Learning from Lectures

Here's a short YouTube video that shows we should be very wary about what we take away from any given lecture.

That is, more than likely we simply take away our prior misconceptions plus a stronger belief that we know the lecture material.

I believe a similar conclusion is true about simply reading the posted solutions to problem sets, without trying to work through the problems. That is, we all too easily can read the solutions and think, "Yes, those answers makes sense. I could have solved those."

Here's another video about trying to teach you to feel Newton's third law "in your spleen".

In the latter video I think the common misconception that people are using is likely based on another belief, specifically, if we stand on the moon then gravity feels less strong than on earth (the number one-sixth may come to mind). We've all seen enough videos of astronauts gently bouncing around on the moon that we feel this "one-sixth" belief in our spleen.

The second video points out that the typical person's generalization of the one-sixth belief to the mutual gravitational attraction of the earth and the moon is wrong. The generalization misses the fact that the one-sixth belief is based on a situation which uses the same test mass on both the earth and the moon (namely, you), rather than different test masses (i.e., the earth in one case and the moon in the other).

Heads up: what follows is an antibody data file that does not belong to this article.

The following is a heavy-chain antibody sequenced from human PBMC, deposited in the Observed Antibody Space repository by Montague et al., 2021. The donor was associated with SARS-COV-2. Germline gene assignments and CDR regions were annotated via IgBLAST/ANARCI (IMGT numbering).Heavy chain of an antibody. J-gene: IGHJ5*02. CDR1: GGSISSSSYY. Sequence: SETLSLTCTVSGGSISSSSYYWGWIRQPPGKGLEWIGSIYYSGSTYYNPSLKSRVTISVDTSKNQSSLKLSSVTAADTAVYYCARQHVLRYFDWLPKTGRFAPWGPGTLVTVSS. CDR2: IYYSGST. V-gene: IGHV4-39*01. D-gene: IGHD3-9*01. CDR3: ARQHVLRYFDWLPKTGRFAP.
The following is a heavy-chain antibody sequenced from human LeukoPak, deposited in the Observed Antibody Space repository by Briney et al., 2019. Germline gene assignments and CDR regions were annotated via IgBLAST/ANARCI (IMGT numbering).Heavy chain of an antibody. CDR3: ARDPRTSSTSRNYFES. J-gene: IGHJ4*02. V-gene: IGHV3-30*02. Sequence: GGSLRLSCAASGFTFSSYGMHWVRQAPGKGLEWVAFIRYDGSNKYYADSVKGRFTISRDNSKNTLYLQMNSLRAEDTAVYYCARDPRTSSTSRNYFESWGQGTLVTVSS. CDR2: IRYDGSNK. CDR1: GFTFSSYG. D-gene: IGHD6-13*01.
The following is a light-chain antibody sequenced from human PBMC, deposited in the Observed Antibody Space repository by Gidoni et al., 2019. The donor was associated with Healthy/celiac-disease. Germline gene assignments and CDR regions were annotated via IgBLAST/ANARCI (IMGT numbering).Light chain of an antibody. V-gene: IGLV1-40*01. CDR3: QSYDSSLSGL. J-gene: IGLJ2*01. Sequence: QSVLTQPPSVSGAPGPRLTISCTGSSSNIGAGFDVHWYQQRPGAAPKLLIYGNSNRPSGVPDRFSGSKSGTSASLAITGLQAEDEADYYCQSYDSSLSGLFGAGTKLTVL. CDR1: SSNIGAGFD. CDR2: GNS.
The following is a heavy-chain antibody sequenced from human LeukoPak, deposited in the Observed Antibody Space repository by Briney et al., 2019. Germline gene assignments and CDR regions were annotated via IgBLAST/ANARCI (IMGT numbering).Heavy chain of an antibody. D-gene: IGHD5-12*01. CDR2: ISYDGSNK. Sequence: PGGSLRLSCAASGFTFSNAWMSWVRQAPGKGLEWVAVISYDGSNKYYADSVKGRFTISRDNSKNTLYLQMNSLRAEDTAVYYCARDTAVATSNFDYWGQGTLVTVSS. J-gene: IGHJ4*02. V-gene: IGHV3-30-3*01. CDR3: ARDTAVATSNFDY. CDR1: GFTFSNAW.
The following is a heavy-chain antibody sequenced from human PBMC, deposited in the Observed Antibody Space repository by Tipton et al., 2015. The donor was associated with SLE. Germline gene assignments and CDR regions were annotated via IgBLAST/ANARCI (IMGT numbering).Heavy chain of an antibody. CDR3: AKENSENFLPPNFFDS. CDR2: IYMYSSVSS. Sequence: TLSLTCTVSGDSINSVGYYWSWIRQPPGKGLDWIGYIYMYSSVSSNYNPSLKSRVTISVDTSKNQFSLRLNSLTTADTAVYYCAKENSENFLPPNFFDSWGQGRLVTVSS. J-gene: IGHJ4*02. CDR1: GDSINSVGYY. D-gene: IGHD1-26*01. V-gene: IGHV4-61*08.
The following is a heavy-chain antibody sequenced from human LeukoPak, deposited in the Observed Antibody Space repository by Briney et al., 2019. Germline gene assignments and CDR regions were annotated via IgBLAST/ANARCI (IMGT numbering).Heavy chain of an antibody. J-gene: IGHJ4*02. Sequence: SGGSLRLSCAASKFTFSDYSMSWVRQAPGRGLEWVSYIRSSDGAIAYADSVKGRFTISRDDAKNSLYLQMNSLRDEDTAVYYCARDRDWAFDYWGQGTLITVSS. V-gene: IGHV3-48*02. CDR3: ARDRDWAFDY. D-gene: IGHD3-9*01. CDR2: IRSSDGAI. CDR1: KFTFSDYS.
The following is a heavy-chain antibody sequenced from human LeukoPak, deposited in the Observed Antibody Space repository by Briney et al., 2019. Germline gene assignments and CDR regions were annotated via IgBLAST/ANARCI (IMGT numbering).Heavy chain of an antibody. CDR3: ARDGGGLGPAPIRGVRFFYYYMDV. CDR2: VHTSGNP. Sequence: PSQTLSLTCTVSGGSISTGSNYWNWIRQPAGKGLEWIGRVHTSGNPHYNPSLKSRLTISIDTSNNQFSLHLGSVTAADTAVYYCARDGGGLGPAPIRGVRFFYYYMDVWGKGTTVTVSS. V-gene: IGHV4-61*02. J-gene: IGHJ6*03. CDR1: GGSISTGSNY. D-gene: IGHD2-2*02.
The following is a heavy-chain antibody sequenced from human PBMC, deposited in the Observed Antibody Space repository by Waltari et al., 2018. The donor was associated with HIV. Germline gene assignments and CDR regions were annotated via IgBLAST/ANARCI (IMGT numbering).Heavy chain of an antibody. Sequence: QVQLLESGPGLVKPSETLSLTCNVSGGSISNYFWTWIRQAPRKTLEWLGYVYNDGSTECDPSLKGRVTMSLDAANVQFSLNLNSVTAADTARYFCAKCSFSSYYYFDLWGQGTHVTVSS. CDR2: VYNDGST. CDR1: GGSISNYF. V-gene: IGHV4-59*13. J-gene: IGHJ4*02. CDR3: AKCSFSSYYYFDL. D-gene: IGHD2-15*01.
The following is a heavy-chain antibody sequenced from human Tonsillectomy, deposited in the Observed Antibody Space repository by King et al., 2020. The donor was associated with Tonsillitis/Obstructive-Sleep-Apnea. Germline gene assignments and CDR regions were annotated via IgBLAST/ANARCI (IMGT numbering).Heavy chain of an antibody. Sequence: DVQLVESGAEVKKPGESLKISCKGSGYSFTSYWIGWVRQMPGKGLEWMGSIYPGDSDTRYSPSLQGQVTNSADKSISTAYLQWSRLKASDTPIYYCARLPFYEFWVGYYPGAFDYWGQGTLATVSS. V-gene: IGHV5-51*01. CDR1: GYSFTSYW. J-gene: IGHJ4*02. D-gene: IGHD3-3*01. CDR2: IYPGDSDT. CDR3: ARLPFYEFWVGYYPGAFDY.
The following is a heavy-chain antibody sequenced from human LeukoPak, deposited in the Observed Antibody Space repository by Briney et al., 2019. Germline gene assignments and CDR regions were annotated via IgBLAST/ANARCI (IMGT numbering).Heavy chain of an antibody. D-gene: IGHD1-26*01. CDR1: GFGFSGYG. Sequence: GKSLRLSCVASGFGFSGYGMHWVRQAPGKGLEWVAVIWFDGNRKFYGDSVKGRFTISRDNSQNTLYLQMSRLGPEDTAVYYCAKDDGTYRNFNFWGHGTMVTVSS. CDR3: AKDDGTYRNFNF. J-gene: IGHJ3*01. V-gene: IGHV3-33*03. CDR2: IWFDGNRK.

Pop Quiz

There are several possible conclusions to this (select all that apply):

  1. Lectures, tutorials, and solutions to problem sets are useless for learning.
  2. Our CSC373 lecturer is useless (we could learn anything if the material was presented as clearly as that video on Newton's third law).
  3. A good lecturer should anticipate common misconceptions and explicitly try to explode them.
  4. We should be wary of our own beliefs about what we know and what we have learned. Getting additional evidence about what we know, say by working through problems, is critically important for evaluating and recalibrating our beliefs.

Pop Quiz: Possible Answers

In the same order as above:

  1. Unfortunately, yes, they can all too easily be useless. It depends partly on how we, as members of the audience, participate in viewing and consuming the material.
  2. Interesting hypothesis.
  3. Yes. But personally I can say that when I lecture I don't manage to anticipate everything, and therefore I feel it is important to get questions from the audience. Moreover, questions that you formulate after you, as an audience member, make a serious effort at working out problems are likely to be even more useful for your learning, since they can highlight key issues that you are having with the material.
  4. Buzzkill.